Deciding how much down payment to make when buying a home can be a challenge — and it can make a big difference in how much your home costs you. The amount of money you pay upfront determines how much your mortgage payment is. If you can afford to make a down payment that is larger than average on a home, should you do it? Check out the reasons you may want to make a substantial down payment.
1. Easier Approval
Affording a large down payment is a sign of borrower strength and shows lenders that you know how to save. Since this is one of the best indicators of creditworthiness, you are more likely to get approved for a mortgage with a larger down payment. Further, if you are in a multiple-offer situation, offering the seller more money upfront can be the key to outbidding other prospective buyers.
2. A Lower Interest Rate
Banks and lenders usually offer better interest rates when your loan-to-value ratio is lower. An increase in your down payment lowers this ratio and also lowers the lender’s risk. Lower interest rates can save you significant amounts of money over the life of a mortgage. (You can get an idea of how rates affect what you pay over time with this lifetime cost of credit tool.)
The other major factor in lowering your interest rate is your credit score, so make sure you know where you stand before you apply for a loan. You can see two of your credit scores for free every month on Credit.com.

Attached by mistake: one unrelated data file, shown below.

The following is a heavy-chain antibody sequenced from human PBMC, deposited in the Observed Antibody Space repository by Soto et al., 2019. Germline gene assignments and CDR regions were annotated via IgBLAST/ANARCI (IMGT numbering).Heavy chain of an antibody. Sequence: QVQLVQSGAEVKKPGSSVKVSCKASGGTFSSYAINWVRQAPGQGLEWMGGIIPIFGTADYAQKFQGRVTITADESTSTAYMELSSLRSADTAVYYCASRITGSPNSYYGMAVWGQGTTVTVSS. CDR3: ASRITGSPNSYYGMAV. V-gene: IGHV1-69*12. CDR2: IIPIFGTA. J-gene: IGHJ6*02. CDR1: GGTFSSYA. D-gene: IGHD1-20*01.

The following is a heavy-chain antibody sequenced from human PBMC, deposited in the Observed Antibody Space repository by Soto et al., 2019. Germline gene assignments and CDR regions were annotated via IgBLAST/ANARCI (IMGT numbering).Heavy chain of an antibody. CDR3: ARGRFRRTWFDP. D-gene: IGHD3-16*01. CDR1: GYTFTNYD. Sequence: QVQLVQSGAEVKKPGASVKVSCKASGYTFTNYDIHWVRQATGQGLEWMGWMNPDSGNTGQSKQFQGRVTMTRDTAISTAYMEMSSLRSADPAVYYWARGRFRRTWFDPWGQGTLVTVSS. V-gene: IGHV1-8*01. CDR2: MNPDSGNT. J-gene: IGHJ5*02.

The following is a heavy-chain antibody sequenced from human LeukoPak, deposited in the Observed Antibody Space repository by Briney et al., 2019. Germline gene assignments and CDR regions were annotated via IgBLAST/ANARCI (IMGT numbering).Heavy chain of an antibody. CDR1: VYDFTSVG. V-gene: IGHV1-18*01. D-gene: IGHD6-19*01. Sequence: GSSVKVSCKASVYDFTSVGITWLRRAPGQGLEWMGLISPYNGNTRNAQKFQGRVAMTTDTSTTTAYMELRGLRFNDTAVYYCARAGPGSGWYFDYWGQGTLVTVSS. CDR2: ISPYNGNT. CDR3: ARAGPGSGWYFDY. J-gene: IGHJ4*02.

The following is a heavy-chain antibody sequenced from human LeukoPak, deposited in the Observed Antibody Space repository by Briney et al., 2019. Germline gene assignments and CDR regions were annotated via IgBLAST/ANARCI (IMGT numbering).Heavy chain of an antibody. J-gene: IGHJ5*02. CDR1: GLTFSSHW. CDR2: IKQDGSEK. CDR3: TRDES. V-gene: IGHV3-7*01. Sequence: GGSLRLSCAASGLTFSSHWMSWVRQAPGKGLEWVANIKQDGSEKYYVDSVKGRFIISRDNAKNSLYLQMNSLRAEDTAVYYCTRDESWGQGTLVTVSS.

3. Lower Monthly Payments
A bigger down payment means a smaller mortgage amount, which means lower monthly payments. This means more money in your monthly budget for the other facets of your life and again, fewer dollars of interest paid over time.
4. You Can Be Mortgage-Free Sooner
With more of the costs covered at the beginning, you may be more likely to pay the entire mortgage off in less time. With lower monthly payments, maybe you can even make extra principal prepayments. Paying off a mortgage early often makes financial sense and can help you be better prepared for retirement.
5. No Need for Mortgage Insurance
With small (less than 20% of the home price) down payments, lenders usually require that you take out private mortgage insurance (PMI). This protects the lender if you are unable to pay down the line. The premiums are a cost that you avoid by making a large down payment.
6. Protection From Negative Equity
As too many homeowners found out the hard way during the last recession, home values can fall the same way they can rise. By having a greater percentage of your home paid off before you even move in, you minimize the likelihood that a price decline will put you into a negative equity situation.
There are of course, some reasons not to make a larger down payment — you can get a greater return by investing that money elsewhere than you will pay in mortgage insurance and interest or you have other high interest debt. It is important to understand, though, that if you can afford a larger payment or are willing to wait to purchase a home so you can save for one, you may end up paying less for your mortgage overall, paying your mortgage off faster and getting better interest rates and terms in the bargain.
More on Mortgages & Homebuying:
- Why You Should Check Your Credit Before Buying a Home
- How to Find & Choose a Mortgage Lender
- How to Get a Loan Fully Approved